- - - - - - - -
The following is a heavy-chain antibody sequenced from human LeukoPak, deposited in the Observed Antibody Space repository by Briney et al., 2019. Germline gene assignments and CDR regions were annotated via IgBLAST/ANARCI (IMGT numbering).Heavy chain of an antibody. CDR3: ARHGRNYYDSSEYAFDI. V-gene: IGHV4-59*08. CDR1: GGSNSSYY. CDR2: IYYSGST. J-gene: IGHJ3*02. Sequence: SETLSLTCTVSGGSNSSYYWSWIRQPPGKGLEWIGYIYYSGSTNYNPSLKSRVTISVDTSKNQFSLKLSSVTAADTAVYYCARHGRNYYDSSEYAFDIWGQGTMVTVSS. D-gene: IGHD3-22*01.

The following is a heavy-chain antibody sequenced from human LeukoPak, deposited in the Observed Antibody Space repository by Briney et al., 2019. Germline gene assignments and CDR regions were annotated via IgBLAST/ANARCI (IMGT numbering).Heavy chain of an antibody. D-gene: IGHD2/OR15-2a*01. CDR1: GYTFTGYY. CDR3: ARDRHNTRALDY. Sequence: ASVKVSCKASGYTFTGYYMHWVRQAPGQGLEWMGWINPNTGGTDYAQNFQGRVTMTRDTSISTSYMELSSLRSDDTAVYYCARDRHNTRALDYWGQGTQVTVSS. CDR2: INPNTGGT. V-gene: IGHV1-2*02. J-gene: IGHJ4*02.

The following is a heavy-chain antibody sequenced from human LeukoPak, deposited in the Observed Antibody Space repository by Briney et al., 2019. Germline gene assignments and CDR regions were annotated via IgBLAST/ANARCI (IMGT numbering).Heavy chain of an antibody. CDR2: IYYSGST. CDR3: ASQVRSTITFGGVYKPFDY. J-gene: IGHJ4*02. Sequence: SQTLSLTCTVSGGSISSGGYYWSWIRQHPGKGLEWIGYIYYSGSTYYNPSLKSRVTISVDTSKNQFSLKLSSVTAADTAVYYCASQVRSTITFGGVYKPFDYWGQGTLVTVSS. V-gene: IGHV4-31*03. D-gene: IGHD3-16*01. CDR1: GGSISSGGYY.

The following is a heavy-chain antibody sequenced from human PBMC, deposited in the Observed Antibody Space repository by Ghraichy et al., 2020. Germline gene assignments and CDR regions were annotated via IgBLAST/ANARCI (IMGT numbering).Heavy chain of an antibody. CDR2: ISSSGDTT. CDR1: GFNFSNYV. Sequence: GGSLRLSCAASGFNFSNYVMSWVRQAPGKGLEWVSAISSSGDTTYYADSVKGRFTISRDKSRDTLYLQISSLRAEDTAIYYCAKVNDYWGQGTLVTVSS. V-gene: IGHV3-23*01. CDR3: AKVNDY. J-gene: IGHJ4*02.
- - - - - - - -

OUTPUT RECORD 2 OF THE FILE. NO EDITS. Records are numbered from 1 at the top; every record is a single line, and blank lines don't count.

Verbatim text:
The following is a heavy-chain antibody sequenced from human LeukoPak, deposited in the Observed Antibody Space repository by Briney et al., 2019. Germline gene assignments and CDR regions were annotated via IgBLAST/ANARCI (IMGT numbering).Heavy chain of an antibody. D-gene: IGHD2/OR15-2a*01. CDR1: GYTFTGYY. CDR3: ARDRHNTRALDY. Sequence: ASVKVSCKASGYTFTGYYMHWVRQAPGQGLEWMGWINPNTGGTDYAQNFQGRVTMTRDTSISTSYMELSSLRSDDTAVYYCARDRHNTRALDYWGQGTQVTVSS. CDR2: INPNTGGT. V-gene: IGHV1-2*02. J-gene: IGHJ4*02.